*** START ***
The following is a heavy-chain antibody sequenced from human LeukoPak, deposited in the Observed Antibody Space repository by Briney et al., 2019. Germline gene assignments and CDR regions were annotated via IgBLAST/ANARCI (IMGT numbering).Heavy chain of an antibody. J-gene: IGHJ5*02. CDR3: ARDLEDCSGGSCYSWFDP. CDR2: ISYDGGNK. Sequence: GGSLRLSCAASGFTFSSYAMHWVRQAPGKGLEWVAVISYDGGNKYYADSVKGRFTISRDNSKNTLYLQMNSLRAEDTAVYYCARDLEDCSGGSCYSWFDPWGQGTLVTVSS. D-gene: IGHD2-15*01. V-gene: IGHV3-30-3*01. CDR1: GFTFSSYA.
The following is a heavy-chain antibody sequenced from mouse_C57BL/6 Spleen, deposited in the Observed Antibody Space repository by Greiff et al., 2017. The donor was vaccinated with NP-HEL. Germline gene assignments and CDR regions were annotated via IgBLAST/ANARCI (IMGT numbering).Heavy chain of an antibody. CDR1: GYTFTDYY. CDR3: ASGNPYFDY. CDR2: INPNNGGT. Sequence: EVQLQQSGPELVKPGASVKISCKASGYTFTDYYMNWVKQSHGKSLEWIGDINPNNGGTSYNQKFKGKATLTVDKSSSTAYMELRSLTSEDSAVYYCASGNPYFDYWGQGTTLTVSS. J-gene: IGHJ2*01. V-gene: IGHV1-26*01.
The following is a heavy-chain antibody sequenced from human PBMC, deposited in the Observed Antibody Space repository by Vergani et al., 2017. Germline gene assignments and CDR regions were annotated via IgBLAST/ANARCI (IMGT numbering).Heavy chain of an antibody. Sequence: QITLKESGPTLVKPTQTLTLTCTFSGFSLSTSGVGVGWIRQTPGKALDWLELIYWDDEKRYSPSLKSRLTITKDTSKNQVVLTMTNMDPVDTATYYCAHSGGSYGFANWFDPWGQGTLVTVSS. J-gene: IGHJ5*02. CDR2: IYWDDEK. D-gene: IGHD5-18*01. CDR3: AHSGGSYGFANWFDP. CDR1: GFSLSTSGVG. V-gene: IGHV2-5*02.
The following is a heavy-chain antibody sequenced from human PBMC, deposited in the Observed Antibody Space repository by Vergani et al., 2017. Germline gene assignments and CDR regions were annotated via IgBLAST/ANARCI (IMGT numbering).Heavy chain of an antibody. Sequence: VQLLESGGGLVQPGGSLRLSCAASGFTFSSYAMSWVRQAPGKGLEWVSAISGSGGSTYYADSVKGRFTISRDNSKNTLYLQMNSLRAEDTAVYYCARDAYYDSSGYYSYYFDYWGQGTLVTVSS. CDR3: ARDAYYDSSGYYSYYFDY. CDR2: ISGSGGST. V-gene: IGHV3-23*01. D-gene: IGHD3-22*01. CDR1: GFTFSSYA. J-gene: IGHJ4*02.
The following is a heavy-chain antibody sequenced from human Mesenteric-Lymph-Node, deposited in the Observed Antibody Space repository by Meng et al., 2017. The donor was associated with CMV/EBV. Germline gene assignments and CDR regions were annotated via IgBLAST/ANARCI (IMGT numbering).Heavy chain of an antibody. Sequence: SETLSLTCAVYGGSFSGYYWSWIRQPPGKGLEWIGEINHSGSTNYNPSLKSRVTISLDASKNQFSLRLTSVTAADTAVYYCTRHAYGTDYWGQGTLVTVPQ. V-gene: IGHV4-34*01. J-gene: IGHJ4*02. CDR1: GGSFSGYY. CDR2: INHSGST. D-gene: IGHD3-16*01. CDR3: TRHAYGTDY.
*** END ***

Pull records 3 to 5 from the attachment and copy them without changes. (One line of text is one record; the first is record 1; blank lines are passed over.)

The following is a heavy-chain antibody sequenced from human PBMC, deposited in the Observed Antibody Space repository by Vergani et al., 2017. Germline gene assignments and CDR regions were annotated via IgBLAST/ANARCI (IMGT numbering).Heavy chain of an antibody. Sequence: QITLKESGPTLVKPTQTLTLTCTFSGFSLSTSGVGVGWIRQTPGKALDWLELIYWDDEKRYSPSLKSRLTITKDTSKNQVVLTMTNMDPVDTATYYCAHSGGSYGFANWFDPWGQGTLVTVSS. J-gene: IGHJ5*02. CDR2: IYWDDEK. D-gene: IGHD5-18*01. CDR3: AHSGGSYGFANWFDP. CDR1: GFSLSTSGVG. V-gene: IGHV2-5*02.
The following is a heavy-chain antibody sequenced from human PBMC, deposited in the Observed Antibody Space repository by Vergani et al., 2017. Germline gene assignments and CDR regions were annotated via IgBLAST/ANARCI (IMGT numbering).Heavy chain of an antibody. Sequence: VQLLESGGGLVQPGGSLRLSCAASGFTFSSYAMSWVRQAPGKGLEWVSAISGSGGSTYYADSVKGRFTISRDNSKNTLYLQMNSLRAEDTAVYYCARDAYYDSSGYYSYYFDYWGQGTLVTVSS. CDR3: ARDAYYDSSGYYSYYFDY. CDR2: ISGSGGST. V-gene: IGHV3-23*01. D-gene: IGHD3-22*01. CDR1: GFTFSSYA. J-gene: IGHJ4*02.
The following is a heavy-chain antibody sequenced from human Mesenteric-Lymph-Node, deposited in the Observed Antibody Space repository by Meng et al., 2017. The donor was associated with CMV/EBV. Germline gene assignments and CDR regions were annotated via IgBLAST/ANARCI (IMGT numbering).Heavy chain of an antibody. Sequence: SETLSLTCAVYGGSFSGYYWSWIRQPPGKGLEWIGEINHSGSTNYNPSLKSRVTISLDASKNQFSLRLTSVTAADTAVYYCTRHAYGTDYWGQGTLVTVPQ. V-gene: IGHV4-34*01. J-gene: IGHJ4*02. CDR1: GGSFSGYY. CDR2: INHSGST. D-gene: IGHD3-16*01. CDR3: TRHAYGTDY.